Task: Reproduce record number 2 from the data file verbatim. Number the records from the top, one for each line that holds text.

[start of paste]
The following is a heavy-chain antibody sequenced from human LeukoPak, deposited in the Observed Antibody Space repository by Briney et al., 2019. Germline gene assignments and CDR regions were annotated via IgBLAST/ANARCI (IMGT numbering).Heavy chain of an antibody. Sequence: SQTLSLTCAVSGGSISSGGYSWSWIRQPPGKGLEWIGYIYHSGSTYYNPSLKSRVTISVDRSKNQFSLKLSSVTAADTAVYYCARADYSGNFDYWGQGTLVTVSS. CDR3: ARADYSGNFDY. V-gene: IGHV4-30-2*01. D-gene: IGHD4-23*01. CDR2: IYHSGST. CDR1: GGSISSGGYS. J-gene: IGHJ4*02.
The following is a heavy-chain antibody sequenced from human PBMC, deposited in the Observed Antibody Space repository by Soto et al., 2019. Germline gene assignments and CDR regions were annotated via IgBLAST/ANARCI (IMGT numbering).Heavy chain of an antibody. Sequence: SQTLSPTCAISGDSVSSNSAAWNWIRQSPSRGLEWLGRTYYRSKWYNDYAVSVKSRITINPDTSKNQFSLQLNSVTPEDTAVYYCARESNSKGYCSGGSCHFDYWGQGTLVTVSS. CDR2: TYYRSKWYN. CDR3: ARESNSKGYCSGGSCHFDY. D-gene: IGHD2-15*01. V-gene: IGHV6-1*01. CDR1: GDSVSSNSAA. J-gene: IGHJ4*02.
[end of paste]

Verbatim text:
The following is a heavy-chain antibody sequenced from human PBMC, deposited in the Observed Antibody Space repository by Soto et al., 2019. Germline gene assignments and CDR regions were annotated via IgBLAST/ANARCI (IMGT numbering).Heavy chain of an antibody. Sequence: SQTLSPTCAISGDSVSSNSAAWNWIRQSPSRGLEWLGRTYYRSKWYNDYAVSVKSRITINPDTSKNQFSLQLNSVTPEDTAVYYCARESNSKGYCSGGSCHFDYWGQGTLVTVSS. CDR2: TYYRSKWYN. CDR3: ARESNSKGYCSGGSCHFDY. D-gene: IGHD2-15*01. V-gene: IGHV6-1*01. CDR1: GDSVSSNSAA. J-gene: IGHJ4*02.